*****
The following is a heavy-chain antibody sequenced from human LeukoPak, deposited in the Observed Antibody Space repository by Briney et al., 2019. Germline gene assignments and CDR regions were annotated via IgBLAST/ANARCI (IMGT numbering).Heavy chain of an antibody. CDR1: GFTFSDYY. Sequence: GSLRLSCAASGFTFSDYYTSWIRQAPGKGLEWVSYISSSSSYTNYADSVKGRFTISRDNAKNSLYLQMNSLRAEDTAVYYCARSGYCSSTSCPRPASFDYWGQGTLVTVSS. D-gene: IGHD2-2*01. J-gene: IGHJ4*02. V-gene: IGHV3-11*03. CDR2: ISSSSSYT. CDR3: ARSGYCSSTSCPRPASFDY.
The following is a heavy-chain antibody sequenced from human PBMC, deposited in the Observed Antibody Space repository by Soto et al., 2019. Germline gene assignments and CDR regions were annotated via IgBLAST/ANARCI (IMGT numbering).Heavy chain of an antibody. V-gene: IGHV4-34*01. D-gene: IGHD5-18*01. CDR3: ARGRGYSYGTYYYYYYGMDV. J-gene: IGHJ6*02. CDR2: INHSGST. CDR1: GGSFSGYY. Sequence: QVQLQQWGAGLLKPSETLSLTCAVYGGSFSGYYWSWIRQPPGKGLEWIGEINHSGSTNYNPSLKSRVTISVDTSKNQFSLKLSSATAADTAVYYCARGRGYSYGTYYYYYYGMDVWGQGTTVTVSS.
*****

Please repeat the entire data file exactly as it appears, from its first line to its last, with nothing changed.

The following is a heavy-chain antibody sequenced from human LeukoPak, deposited in the Observed Antibody Space repository by Briney et al., 2019. Germline gene assignments and CDR regions were annotated via IgBLAST/ANARCI (IMGT numbering).Heavy chain of an antibody. CDR1: GFTFSDYY. Sequence: GSLRLSCAASGFTFSDYYTSWIRQAPGKGLEWVSYISSSSSYTNYADSVKGRFTISRDNAKNSLYLQMNSLRAEDTAVYYCARSGYCSSTSCPRPASFDYWGQGTLVTVSS. D-gene: IGHD2-2*01. J-gene: IGHJ4*02. V-gene: IGHV3-11*03. CDR2: ISSSSSYT. CDR3: ARSGYCSSTSCPRPASFDY.
The following is a heavy-chain antibody sequenced from human PBMC, deposited in the Observed Antibody Space repository by Soto et al., 2019. Germline gene assignments and CDR regions were annotated via IgBLAST/ANARCI (IMGT numbering).Heavy chain of an antibody. V-gene: IGHV4-34*01. D-gene: IGHD5-18*01. CDR3: ARGRGYSYGTYYYYYYGMDV. J-gene: IGHJ6*02. CDR2: INHSGST. CDR1: GGSFSGYY. Sequence: QVQLQQWGAGLLKPSETLSLTCAVYGGSFSGYYWSWIRQPPGKGLEWIGEINHSGSTNYNPSLKSRVTISVDTSKNQFSLKLSSATAADTAVYYCARGRGYSYGTYYYYYYGMDVWGQGTTVTVSS.